How compelling, then, to have a system that holds at its very heart the concept of openness and the value of continuous innovation.
So where to begin? Well, when it comes to Asterisk, there is far more to talk about than we can fit into one book. For now, we’re not going to take you down all the roads that the über-geeks follow—we’re just going to give you the basics.
In Chapter 2, we cover some of the engineering considerations you should keep in mind when designing a telecommunications system. You can skip much of this material if you want to get right to installing, but these are important concepts to understand, should you ever plan on putting an Asterisk system into production.
Chapter 3 covers obtaining, compiling, and installing Asterisk, and Chapter 4 deals with the initial configuration of Asterisk. Here we cover the important configuration files that must exist to define the channels and features available to your system. This will prepare you for Chapter 5, where we introduce the heart of Asterisk—the dialplan. Chapter 6 will introduce some more advanced dialplan concepts.
We will take a break from Asterisk in Chapter 7 and discuss some of the more important technologies in use in the PSTN. Naturally, following the discussion of legacy telephony, Chapter 8 discusses Voice over IP.
Chapter 9 introduces one of the more amazing components, the Asterisk Gateway Interface (AGI). Using Perl, PHP, and Python, we demonstrate how external programs can be used to add nearly limitless functionality to your PBX. In Chapter 14, we briefly cover what is, in fact, a rich and varied cornucopia of incredible features and functions, all of which are part of the Asterisk phenomenon. To conclude, Chapter 15 looks forward, predicting a future where open source telephony completely transforms an industry desperately in need of a revolution. You’ll also find a wealth of reference information in the book’s five appendixes.
This book can only lay down the basics, but from this foundation you will be able to come to an understanding of the concept of Asterisk—and from that, who knows what you will build?
 Until now.
 To its credit, Nortel finally got rid of Windows NT 4.0 and installed Linux. Technically a good idea, but rather odd, given that Nortel and Microsoft recently announced a partnership to develop enterprise telecom applications together.
 The term DSP also means Digital Signal Processor, which is a device (usually a chip) that is capable of interpreting and modifying signals of various sorts. In a voice network, DSPs are primarily responsible for encoding, decoding, and transcoding audio information. This can require a lot of computational effort.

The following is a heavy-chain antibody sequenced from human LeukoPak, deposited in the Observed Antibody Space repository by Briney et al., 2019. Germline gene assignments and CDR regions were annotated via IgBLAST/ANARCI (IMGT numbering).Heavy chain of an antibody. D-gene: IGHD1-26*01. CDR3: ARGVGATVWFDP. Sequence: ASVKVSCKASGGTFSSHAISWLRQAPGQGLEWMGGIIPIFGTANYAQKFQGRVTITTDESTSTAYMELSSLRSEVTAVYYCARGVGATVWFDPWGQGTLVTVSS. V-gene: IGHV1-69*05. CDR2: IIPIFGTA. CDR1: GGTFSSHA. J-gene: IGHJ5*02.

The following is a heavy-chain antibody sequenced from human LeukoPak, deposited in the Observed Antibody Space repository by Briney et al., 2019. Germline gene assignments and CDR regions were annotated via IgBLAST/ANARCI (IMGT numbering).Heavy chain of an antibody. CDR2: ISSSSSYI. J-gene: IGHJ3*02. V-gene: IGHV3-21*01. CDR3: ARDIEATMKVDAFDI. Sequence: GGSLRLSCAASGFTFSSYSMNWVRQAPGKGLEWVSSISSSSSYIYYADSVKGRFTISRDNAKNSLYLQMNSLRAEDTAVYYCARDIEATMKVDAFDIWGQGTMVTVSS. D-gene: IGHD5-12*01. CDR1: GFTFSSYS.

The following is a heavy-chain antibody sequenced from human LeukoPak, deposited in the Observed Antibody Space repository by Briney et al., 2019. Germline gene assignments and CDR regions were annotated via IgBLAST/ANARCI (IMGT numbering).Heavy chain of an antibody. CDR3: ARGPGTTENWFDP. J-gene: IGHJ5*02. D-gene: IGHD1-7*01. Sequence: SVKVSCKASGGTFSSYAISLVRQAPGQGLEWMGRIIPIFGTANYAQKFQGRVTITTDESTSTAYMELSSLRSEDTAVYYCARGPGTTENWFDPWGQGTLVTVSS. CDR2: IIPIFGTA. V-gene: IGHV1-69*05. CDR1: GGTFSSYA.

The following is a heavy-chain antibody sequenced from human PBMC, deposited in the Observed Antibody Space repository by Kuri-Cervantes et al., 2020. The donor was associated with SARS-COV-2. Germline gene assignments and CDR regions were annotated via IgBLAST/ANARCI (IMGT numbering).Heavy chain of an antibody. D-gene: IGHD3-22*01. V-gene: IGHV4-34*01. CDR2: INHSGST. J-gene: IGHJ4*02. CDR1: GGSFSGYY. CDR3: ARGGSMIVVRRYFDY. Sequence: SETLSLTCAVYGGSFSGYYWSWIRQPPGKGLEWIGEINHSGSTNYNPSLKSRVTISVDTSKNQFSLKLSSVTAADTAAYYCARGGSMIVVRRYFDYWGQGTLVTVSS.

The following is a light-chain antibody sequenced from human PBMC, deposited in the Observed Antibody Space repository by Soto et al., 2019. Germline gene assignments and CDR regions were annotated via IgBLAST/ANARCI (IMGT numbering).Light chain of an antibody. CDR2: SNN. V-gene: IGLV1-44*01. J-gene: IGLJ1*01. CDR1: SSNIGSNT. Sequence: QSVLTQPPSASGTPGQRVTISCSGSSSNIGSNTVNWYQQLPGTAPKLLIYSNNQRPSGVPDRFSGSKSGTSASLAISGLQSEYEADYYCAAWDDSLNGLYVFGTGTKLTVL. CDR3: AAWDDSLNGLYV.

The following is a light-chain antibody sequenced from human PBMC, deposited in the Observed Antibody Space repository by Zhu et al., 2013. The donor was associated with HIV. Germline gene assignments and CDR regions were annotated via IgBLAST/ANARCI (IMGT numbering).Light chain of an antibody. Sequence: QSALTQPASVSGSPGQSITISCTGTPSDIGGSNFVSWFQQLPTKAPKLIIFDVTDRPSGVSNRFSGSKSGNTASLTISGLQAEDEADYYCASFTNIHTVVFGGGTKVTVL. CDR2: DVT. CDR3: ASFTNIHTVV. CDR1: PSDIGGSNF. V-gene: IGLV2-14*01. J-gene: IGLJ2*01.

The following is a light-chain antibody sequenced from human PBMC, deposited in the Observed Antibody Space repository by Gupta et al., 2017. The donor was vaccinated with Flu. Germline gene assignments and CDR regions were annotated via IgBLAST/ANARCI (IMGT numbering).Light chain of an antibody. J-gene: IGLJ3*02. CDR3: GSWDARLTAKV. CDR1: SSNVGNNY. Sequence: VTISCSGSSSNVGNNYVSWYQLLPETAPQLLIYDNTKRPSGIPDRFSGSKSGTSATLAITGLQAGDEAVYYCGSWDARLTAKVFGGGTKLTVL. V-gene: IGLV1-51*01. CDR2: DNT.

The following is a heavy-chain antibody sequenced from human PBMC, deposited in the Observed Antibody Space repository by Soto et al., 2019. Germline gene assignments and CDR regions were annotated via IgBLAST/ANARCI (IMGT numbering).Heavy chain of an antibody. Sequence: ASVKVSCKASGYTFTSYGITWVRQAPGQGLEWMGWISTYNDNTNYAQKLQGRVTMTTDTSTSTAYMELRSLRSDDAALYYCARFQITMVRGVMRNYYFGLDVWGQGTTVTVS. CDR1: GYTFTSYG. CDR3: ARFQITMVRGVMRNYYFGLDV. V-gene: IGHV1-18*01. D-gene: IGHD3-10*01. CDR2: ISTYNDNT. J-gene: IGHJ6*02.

Jim Dixon, “The History of Zapata Telephony and How It Relates to the Asterisk PBX” (http://www.asteriskdocs.org/modules/tinycontent/index.php?id=10).
 If your name is Elizabeth, for example, you will have to figure something else out like elizbth, or elizabe, or perhaps lizabth. OK, so liz might serve as well, but you get the point.
 From the release of Asterisk 1.2 to Asterisk 1.4, there have been over 4,000 updates to the code in the SVN repository.
 It should be noted that these folks need not leave disappointed. Several projects have arisen to lower the barriers to entry for Asterisk. By far the most popular and well known is trixbox (http://www.trixbox.org). If you have an old PC lying around (or a copy of VMware), trixbox will build a GUI-based PBX for you simply by answering a few questions during the automated install process. This does not make it easier to learn Asterisk, because you are no longer involved in the platform or dialplan configuration, but it will deliver a working PBX to you much faster than the more hands-on approach we employ in this book.
 The telecom industry has been predicting a revolution since before the crash; time will tell how well they respond to the open source revolution.
 More than 30 percent, at last count.
 The #asterisk-dev channel is for the discussion of changes to the underlying code base of Asterisk and is also not second-tier support. Discussions related to programming external applications that interface with Asterisk via AGI or AMI are meant to be in #asterisk.
/msg nickserv help when
you connect to the service via your favorite IRC client.